Statistical Significance Tests are Unnecessary Even When Properly Done and Properly Interpreted: Reply to Commentaries

Abstract

The three commentators on my paper agree that statistical tests are often improperly used by researchers and that even when properly used, readers misinterpret them. These points have been well established by empirical studies. However, two of the commentators do not agree with my major point that significance tests are unnecessary even when properly used and interpreted. Comments Postprint version. Published in International Journal of Forecasting, Volume 23, Issue 2, April 2007, 335-336. Publisher URL: http://dx.doi.org/10.1016/j.ijforecast.2007.01.010 This journal article is available at ScholarlyCommons: http://repository.upenn.edu/marketing_papers/128 Statistical Significance Tests are Unnecessary Even When Properly Done and Properly Interpreted: Reply to Commentaries J. Scott Armstrong The three commentators on my paper agree that statistical tests are often improperly used by researchers and that even when properly used, readers misinterpret them. These points have been well established by empirical studies. However, two of the commentators do not agree with my major point that significance tests are unnecessary even when properly used and interpreted. I am pleased that Paul Goodwin addressed the issue, “What is new?” Like Goodwin, I believe that the major point of my article is new to the vast majority of researchers and practitioners. Few forecasting researchers or practitioners are aware that there is no empirical evidence supporting the use of statistical significance tests. Despite repeated calls for evidence, no one has shown that the applications of tests of statistical significance improve decision-making or advance scientific knowledge. Schmidt (1996) offered this challenge: “Can you articulate even one legitimate contribution that significance testing has made (or makes) to the research enterprise (i.e., any way in which it contributes to the development of cumulative scientific knowledge)?” Schmidt and Hunter (1997) reported that no such cases have been reported and they repeated Schmidt’s challenge. In their commentaries, Herman Stekler and Keith Ord claim that statistical tests are needed for meta-analyses. Hunter and Schmidt (1996) demonstrate that this is false. They use the following example, which I have paraphrased: Assume that there is a true correlation of .3 between a measure of family composition and juvenile delinquency. What would happen if 50 studies were conducted to test for this relationship and the power of each test was .5 (a typical value in the social sciences)? In this case, half of the studies would conclude that there was a significant relationship at an alpha level of .05, and the other half would conclude that there was no relationship. Thus, by using tests of statistical significance, one would falsely conclude that there was no relationship. Hunter and Schmidt showed that prior to the development of meta-analysis, social science research was plagued with such faulty analyses, and that this hampered scientific progress. They demonstrated the superiority of meta-analyses that use effect sizes and confidence intervals. Becker (1987) contrasts the effects of using combined significance levels in three meta-analyses; She concluded that, when making inferences, effect-size analysis is superior to using combined significance levels. Schmidt (1996) concluded that the use of meta-analysis will eventually lead researchers to abandon significance tests. This will bring scientific procedures in the social sciences more in line with those in the physical sciences. Claims that significance tests are needed for meta-analyses were also refuted by the experience of those involved in summarizing cumulative knowledge for the Principles of Forecasting book (Armstrong 2001). None of the authors said that they needed significance tests. Herman Stekler claims that I ignored papers expressing views that were contrary to mine. Schmidt and Hunter (1997) cite a number of such papers. However, I do believe that the proper way to address this question is to marshal the evidence rather than to take a vote among experts. I actively sought evidence that was contrary to my position. Keith Ord’s view is consistent with what I now believe to be an outdated principle from Armstrong (2001, p. 717): “13.29 Use statistical significance only to compare the accuracy of reasonable methods. Little is learned by rejecting an unreasonable null hypothesis. . . . [Statistical significance] can be useful, however, in making comparisons of reasonable methods when one has only a small sample of forecasts.” No one has publicly challenged this principle, nor offered any evidence. However, after I conducted a further review of the evidence on statistical significance tests, I concluded that principle 13.29 needed to be revised to state instead that tests of statistical significance should not be used. One should assess effect sizes, and use confidence intervals and replications to assess confidence. Koning, Franses, Hibon & Stekler (2005), violated principle 13.29 in that they tested an unreasonable null hypothesis (this may be true of many papers published in the International Journal of Forecasting). However, even if their analysis had been consistent with this principle, it would not have been helpful. And certainly it violates my revised version of the principle. The social sciences have been led astray by significance tests. Scientific research can live without significance testing. Gigerenzer (2000, p 296) wrote, “Several years ago, I spent a day and a night in a library reading through issues of the Journal of Experimental Psychology from the 1920s and 1930s. This was professionally a most depressing experience, but not because these articles were methodologically mediocre. On the contrary, many of them make today’s research pale in comparison with their diversity of methods and statistics.” Some people think there is nothing new under the sun, while others marvel at new insights. The<lb>evidence on significance testing provided new insights to me. If indeed there were nothing new about<lb>significance tests, Koning et. al (2005) would not have been published. It was new to me that significance<lb>tests are harming the development of knowledge. In addition, significance tests take up space in journals.<lb>Finally, they violate what I believe to be one of the primary functions of statistics: to aid communication. References<lb>Armstrong, J. S. (2001). Principles of Forecasting. Boston: Kluwer. Becker, B. J. (1987), “Applying tests of combined significance in meta-analysis,” Psychological Bulletin,<lb>102, 164-171. Gigerenzer, G. (2000), Adaptive Thinking: Rationality in the Real World. Oxford: Oxford University Press. Hunter, J.E. & Schmidt, J. L. (1996) Cumulative research knowledge and social policy formulation: The<lb>critical role of meta-analysis. Psychology, Public Policy, and Law, 2, 324-347. Koning, A. J., Franses, P.H., Hibon, M. & Stekler, H. O. (2005). The M3 competition: Statistical tests of<lb>the results. International Journal of Forecasting, 21, 397-409. Schmidt, F.L. (1996) Statistical significance testing and cumulative knowledge in psychology: Implications<lb>for training of researchers. Psychological Methods, 1, 115-129. Schmidt, F. L. & Hunter, J. E. (1997). Eight common but false objections to the discontinuation of<lb>significance testing in the analysis of research data, in Harlow, Lisa L., Mulaik, S. A. & Steiger, J. H. What<lb>if there were no Significance Tests? London: Lawrence Erlbaun.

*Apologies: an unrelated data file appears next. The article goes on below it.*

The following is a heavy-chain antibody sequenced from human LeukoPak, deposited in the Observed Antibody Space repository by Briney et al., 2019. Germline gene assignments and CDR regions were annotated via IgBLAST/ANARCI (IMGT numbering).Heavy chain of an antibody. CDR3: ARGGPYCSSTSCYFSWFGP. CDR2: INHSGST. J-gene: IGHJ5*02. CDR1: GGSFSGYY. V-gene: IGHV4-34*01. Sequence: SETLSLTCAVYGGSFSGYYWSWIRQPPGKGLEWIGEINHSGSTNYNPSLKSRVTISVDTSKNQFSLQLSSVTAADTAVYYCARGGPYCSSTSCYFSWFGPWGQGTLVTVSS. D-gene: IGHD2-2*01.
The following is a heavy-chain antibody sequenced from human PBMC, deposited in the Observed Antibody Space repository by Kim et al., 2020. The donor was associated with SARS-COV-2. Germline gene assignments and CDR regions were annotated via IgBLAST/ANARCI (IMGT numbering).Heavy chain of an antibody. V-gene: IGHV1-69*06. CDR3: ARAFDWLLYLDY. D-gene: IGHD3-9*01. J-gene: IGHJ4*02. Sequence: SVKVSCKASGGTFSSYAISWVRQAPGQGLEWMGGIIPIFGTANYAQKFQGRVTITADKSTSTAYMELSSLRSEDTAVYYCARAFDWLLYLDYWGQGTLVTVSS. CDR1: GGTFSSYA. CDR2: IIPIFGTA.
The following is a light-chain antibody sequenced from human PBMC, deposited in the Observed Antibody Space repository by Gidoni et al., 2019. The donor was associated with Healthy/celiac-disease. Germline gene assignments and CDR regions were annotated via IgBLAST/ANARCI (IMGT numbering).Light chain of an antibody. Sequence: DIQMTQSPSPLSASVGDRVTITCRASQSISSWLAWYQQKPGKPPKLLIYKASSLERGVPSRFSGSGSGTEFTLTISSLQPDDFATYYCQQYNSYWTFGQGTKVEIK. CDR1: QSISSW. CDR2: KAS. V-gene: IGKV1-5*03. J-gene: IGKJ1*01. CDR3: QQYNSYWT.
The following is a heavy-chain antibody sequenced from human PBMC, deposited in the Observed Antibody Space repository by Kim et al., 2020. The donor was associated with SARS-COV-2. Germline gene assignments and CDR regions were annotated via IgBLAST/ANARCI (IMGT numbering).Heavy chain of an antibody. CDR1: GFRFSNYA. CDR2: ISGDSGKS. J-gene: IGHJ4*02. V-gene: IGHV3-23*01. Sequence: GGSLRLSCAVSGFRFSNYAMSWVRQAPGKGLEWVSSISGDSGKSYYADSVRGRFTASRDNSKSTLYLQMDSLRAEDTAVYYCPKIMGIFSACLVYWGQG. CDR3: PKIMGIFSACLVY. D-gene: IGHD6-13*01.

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@inproceedings{Armstrong2007StatisticalST, title={Statistical Significance Tests are Unnecessary Even When Properly Done and Properly Interpreted: Reply to Commentaries}, author={J. Scott Armstrong}, year={2007} }